Six appear in Common Pleas Court


By: Meladi Brewer

GREENVILLE — Four people appear for a grand jury arraignment and two appeared for sentencing in Darke County Common Pleas Court Thursday. Judge Jonathan P. Hein presided.

Adam M. Clark, of Piqua, entered a not guilty plea on account of improper handling of firearms in a motor vehicle, a fourth-degree felony. Clark’s pretrial date is set for Oct. 14.

Desmond M. Michael, of Versailles, entered a not guilty plea on account of domestic violence, a fourth-degree felony. Michael’s pretrial date is set for Sept. 13.

Jeremy N. Rockwood, of Versailles, entered a not guilty plea on account of failure to notify of change of address, a third-degree felony. Rockwood has a prior sex offense conviction so notifying the Sheriff’s Office of a change of address is a legal requirement. He faces up to three years in prison and a $10,000 fine. Rockwood’s next hearing will be held Sept. 17.

Troy D. Yeomans, of Pitsburg, entered a not guilty plea on account of aggravated possession of drugs, a fifth-degree felony, and possession of methamphetamines, also a fifth-degree felony. Yeoman faces up to a year in jail and a $2500 fine, not mandatory. His next court date will be Sept. 23.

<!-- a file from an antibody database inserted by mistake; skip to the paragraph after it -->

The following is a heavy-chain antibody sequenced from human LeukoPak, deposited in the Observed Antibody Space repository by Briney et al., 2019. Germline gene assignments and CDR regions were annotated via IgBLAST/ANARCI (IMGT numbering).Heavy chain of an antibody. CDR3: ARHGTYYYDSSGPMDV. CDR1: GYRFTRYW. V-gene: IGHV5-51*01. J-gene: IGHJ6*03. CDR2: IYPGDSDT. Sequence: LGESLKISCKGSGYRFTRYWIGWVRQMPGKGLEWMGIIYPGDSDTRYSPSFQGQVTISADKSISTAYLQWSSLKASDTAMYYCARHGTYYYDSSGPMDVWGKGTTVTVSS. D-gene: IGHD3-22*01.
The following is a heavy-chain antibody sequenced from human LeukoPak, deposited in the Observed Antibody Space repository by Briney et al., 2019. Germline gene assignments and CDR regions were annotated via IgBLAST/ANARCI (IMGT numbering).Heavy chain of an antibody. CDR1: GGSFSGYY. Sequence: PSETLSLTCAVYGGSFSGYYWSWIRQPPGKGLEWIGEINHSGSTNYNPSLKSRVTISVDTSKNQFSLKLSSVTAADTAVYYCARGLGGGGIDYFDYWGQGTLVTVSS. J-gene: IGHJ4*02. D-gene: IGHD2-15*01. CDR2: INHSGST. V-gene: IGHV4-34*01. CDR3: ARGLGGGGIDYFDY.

Cody M. Crawford, of Greenville, was sentenced on account of failure to comply with the order or signal of a police officer, a third-degree felony. Crawford admitted he was under the influence at the time and failed to stop at a stop signal. From there, he proceeded to run from the law at 98 miles per hour for 12 miles. Crawford was sentenced to up to 5 years community control with 100 hours of community service.

Carissima T. Rapier, of Greenville, was sentenced on account of possession of drugs, a third-degree felony. Rapier was sentenced to 12 months in prison with the possibility of early release. Judge Hein used Rapier’s case to send a message.

“You need to go back to the recovery team because they need to know, I will be back. This is just what I need to do,” Hein said.

The charges Rapier faced were put in place to help her fight her addiction, send a message to the community, and Hein said he hopes she is able to keep a positive attitude in order to come out as an inspiration to the sober community.

“I am going to bounce back. I’m a fighter,” Rapier said. “Dealing with life sometimes can be cruel. I’m going to fight it.”

Rapier was unhappy with the sentence she received, but said she is using the opportunity to fight her addiction and become a role model for those around her. In the courtroom, Rapier had numerous supporters who spoke on her behalf. Many of whom were from her recovery group. They all stated she is optimistic and encourages all around her.

Judge Hein said he hopes she keeps that mentality and comes out stronger than before as a way to keep encouraging her peers to keep seeking out help.

To contact Daily Advocate Reporter Meladi Brewer email [email protected].

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